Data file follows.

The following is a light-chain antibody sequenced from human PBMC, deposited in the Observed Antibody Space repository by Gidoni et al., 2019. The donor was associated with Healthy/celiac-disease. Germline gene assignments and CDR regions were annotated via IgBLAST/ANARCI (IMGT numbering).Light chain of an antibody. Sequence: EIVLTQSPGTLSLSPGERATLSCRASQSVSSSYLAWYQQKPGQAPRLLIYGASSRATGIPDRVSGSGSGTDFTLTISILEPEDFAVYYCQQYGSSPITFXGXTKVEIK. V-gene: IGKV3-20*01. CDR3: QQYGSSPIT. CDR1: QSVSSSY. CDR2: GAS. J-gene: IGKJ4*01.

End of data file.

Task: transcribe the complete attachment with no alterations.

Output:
The following is a light-chain antibody sequenced from human PBMC, deposited in the Observed Antibody Space repository by Gidoni et al., 2019. The donor was associated with Healthy/celiac-disease. Germline gene assignments and CDR regions were annotated via IgBLAST/ANARCI (IMGT numbering).Light chain of an antibody. Sequence: EIVLTQSPGTLSLSPGERATLSCRASQSVSSSYLAWYQQKPGQAPRLLIYGASSRATGIPDRVSGSGSGTDFTLTISILEPEDFAVYYCQQYGSSPITFXGXTKVEIK. V-gene: IGKV3-20*01. CDR3: QQYGSSPIT. CDR1: QSVSSSY. CDR2: GAS. J-gene: IGKJ4*01.